The CanRoots East program is available - download here

Calling all progressive organizers!

CanRoots brings together people from across the progressive movement to connect with like-minded organizers, draw inspiration from each other, and gain concrete skills to help us win more campaigns.

It's a chance to meet and learn from the people behind some of the year's most successful campaigns, and to strengthen our movement as we prepare for the challenges ahead.

Saturday, May 4 -- Toronto


Join us for a day of case studies, skill building, and learning from each other's successes.


Ilona Duverge
Alexandria Ocasio-Cortez and Alessandra Biaggi campaigns
Born in the Dominican Republic and raised in Scranton PA, Ilona is a rising fierce advocate for justice. She served as the Deputy Organizing Director for the Alexandria Ocasio-Cortez campaign and the Regional Field Director for the Alessandra Biaggi campaign this past election cycle, and is also a peer success coach at her school, John Jay College of Criminal Justice (CUNY). Most recently, she co-founded and serves as the NYC Director of Movement School, a project of Organize for Justice (the sister organization of Justice Democrats). Movement School trains the next generation of electoral organizers to run people powered campaigns that transcend lines of race, class, and gender.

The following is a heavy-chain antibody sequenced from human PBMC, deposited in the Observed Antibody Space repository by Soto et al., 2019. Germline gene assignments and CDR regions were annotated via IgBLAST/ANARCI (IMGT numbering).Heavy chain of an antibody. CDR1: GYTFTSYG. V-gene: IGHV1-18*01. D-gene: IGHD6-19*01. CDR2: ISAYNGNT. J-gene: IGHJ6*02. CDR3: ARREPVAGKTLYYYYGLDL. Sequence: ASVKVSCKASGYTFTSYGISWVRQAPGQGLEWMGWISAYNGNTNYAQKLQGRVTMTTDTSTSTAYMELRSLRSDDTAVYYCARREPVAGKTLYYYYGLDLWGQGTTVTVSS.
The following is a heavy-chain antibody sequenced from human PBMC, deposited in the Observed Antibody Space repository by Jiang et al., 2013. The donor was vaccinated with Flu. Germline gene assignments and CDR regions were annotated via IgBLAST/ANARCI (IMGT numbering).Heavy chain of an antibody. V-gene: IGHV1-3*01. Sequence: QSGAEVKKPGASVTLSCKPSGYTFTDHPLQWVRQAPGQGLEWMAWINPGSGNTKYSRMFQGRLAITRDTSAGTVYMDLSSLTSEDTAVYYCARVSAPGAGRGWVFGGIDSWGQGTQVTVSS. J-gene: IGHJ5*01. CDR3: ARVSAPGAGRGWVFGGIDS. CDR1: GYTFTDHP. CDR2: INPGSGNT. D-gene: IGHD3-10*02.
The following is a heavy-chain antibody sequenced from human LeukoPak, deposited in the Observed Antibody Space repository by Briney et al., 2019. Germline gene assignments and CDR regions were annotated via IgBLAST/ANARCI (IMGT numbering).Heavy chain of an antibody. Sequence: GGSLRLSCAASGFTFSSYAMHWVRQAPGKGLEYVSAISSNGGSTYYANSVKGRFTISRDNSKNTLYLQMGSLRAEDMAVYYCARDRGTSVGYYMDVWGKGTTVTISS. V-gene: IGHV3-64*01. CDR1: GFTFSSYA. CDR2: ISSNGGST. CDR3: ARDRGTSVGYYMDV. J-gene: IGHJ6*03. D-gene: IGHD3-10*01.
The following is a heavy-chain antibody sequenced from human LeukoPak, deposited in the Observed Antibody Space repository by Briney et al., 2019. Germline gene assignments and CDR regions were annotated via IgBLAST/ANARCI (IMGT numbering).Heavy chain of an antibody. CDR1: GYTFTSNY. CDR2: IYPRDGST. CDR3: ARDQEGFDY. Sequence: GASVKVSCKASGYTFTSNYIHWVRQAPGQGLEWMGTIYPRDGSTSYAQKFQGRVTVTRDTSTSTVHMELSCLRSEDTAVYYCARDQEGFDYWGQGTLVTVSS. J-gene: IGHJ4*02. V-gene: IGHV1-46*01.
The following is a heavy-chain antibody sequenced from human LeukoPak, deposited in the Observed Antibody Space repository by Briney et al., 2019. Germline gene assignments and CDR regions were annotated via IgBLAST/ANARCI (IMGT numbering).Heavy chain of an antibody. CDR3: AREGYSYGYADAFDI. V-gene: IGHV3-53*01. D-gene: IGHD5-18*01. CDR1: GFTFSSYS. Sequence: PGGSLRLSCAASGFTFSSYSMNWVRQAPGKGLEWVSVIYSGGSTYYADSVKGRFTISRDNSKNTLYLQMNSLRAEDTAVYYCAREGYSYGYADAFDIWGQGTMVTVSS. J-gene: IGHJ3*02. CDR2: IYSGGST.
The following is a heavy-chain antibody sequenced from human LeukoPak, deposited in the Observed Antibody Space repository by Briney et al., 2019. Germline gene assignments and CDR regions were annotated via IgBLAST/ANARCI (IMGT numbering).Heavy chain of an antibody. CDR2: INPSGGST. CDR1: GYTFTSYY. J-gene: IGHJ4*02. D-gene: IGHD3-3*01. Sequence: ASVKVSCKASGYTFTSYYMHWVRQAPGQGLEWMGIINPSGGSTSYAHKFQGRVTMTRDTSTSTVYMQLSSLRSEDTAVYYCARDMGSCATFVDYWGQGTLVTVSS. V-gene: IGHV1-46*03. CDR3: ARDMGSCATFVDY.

Lynn Gehl, PhD
Advocate, artist, writer
​Lynn Gehl, PhD, is an Algonquin Anishinaabe-kwe. She is an advocate, artist, writer, and an outspoken critic of colonial law and policies that harm Indigenous women, men, children, and the Land. Her 2014 book based on her doctoral work “The Truth that Wampum Tells: My Debwewin on the Algonquin Land Claims Process” was published with Fernwood Publishing. Her 2017 book, titled “Claiming Anishinaabe: Decolonizing the Human Spirit”, explores her journey deeper into Indigenous knowledge and was published with the University of Regina Press. In April 2017 Lynn was successful in defeating Indian and Northern Affairs Canada’s unstated paternity policy when the Court of Appeal for Ontario ruled the sex discrimination in the policy was unreasonable.